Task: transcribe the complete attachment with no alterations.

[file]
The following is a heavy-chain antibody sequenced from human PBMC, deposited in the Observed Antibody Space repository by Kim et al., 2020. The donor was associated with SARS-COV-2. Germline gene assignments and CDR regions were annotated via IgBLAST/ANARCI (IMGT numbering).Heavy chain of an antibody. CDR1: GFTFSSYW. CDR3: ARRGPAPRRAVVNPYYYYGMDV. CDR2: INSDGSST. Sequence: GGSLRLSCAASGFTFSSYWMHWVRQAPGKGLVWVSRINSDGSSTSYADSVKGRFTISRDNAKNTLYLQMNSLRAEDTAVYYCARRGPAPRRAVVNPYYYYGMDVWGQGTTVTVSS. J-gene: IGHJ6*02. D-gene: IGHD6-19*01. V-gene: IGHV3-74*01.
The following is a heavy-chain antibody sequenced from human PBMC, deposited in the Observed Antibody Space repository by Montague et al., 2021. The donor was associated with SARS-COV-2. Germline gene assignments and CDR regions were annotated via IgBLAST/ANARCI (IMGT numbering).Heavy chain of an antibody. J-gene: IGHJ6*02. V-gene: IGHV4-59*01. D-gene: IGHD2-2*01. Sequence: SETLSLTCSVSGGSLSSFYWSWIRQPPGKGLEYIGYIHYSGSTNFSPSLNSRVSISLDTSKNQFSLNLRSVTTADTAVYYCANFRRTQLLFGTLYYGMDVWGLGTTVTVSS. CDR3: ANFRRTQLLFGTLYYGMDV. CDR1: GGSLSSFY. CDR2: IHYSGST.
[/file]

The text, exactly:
The following is a heavy-chain antibody sequenced from human PBMC, deposited in the Observed Antibody Space repository by Kim et al., 2020. The donor was associated with SARS-COV-2. Germline gene assignments and CDR regions were annotated via IgBLAST/ANARCI (IMGT numbering).Heavy chain of an antibody. CDR1: GFTFSSYW. CDR3: ARRGPAPRRAVVNPYYYYGMDV. CDR2: INSDGSST. Sequence: GGSLRLSCAASGFTFSSYWMHWVRQAPGKGLVWVSRINSDGSSTSYADSVKGRFTISRDNAKNTLYLQMNSLRAEDTAVYYCARRGPAPRRAVVNPYYYYGMDVWGQGTTVTVSS. J-gene: IGHJ6*02. D-gene: IGHD6-19*01. V-gene: IGHV3-74*01.
The following is a heavy-chain antibody sequenced from human PBMC, deposited in the Observed Antibody Space repository by Montague et al., 2021. The donor was associated with SARS-COV-2. Germline gene assignments and CDR regions were annotated via IgBLAST/ANARCI (IMGT numbering).Heavy chain of an antibody. J-gene: IGHJ6*02. V-gene: IGHV4-59*01. D-gene: IGHD2-2*01. Sequence: SETLSLTCSVSGGSLSSFYWSWIRQPPGKGLEYIGYIHYSGSTNFSPSLNSRVSISLDTSKNQFSLNLRSVTTADTAVYYCANFRRTQLLFGTLYYGMDVWGLGTTVTVSS. CDR3: ANFRRTQLLFGTLYYGMDV. CDR1: GGSLSSFY. CDR2: IHYSGST.